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Mainstream Canada Salmon Farm Hit With IHN Virus

Salmonids Health Biosecurity +7 more

GLOBAL - Mainstream Canada suffered this week after Infectious Haematopoietic Necrosis (IHN) virus was detected at its Dixon Bay site in British Columbia. An infectious viral disease, IHN is visible through a variety of behavioural and physical conditions which quickly lead to death.

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A spokesperson from Mainstream Canada told TheFishSite that as they caught the disease early through routine diagnostic testing the mortalities are still low, but it is too early to tell what the cull is likely to be.

The company is following strict protocols to limit the spread of the virus.

"As part of our fish health management plan, Mainstream has strict bio-security protocols that are already in place with additional quarantine protocols in the event of a fish health incident. This includes limiting boat movement in and around the site and restricting visitors and contractors."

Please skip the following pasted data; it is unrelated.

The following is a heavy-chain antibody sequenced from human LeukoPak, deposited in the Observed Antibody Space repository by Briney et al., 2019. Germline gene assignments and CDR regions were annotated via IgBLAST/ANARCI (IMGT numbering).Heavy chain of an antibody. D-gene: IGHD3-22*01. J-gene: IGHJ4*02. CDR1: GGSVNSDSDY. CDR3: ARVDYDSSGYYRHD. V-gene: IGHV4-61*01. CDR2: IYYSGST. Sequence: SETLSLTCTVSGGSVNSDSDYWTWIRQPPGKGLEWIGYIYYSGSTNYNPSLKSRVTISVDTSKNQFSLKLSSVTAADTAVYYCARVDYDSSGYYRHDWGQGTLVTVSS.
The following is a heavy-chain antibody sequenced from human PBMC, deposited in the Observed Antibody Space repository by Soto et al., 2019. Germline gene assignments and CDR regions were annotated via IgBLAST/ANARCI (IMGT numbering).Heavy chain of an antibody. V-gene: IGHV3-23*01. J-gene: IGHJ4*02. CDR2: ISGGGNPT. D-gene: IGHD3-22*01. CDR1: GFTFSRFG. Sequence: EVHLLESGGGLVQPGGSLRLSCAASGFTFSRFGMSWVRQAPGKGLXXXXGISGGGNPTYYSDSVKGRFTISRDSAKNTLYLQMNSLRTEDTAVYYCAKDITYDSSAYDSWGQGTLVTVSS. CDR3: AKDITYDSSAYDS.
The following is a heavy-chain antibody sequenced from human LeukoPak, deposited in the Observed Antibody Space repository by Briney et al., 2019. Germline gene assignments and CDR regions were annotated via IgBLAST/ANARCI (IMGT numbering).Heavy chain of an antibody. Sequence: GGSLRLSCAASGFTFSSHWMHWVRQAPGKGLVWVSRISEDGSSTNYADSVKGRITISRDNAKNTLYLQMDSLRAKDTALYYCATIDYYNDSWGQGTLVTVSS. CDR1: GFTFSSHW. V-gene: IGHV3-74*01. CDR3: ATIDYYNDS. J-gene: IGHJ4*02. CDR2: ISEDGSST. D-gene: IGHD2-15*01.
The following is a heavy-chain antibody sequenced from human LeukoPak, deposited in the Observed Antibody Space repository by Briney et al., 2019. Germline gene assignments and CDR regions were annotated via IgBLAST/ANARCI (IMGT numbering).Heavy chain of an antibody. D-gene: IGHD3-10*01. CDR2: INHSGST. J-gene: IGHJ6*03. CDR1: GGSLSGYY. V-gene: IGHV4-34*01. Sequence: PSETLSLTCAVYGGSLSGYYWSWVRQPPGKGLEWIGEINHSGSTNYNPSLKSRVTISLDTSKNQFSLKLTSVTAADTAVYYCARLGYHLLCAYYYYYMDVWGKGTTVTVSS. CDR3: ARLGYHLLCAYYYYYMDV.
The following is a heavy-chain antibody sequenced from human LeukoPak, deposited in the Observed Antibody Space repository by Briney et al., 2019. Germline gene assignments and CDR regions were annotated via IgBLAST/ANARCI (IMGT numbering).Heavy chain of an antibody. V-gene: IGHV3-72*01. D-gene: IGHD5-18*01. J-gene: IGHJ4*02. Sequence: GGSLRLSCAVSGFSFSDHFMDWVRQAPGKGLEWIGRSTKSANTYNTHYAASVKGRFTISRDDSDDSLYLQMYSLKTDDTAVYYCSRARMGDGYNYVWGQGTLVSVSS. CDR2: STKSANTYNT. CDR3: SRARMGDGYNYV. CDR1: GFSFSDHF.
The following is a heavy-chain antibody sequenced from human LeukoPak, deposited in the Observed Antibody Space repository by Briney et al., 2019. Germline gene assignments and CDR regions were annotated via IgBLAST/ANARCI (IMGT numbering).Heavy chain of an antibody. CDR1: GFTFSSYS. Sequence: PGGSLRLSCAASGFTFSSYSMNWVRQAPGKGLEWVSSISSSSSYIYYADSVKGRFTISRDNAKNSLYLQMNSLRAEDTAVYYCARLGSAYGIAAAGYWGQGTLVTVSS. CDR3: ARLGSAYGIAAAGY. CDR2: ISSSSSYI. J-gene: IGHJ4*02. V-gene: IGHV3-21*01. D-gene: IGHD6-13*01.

However, following a breach of the quarantine zone by an anti-salmon farming activist, salmon and jobs at other farms in the area have now been put at risk.

Scottish Environment Minister Stewart Stevenson has welcomed confirmation that movement restrictions for Infectious Salmon Anaemia (ISA) on fish farms in the south west Shetland mainland area are to be revoked.

Mr Stevenson said: "This is clearly good news for the reputation of the Scottish aquaculture industry and is a healthy reflection of close cooperation between the Scottish salmon aquaculture industry and Marine Scotland following the outbreak of ISA in 2009.

Scotland is now recognised as being free of ISA. This makes a significant contribution to the sustainability of the Scottish salmon aquaculture industry and helps maintain the high health status of Scotland's farmed fish."

In Norway, a new outbreak of ISA has been reported to the OIE. Affecting a salt water farm in Romsdal, the outbreak has resulted in the death of 50 salmon with morbidity and mortality rates standing at one on a scale of zero to five.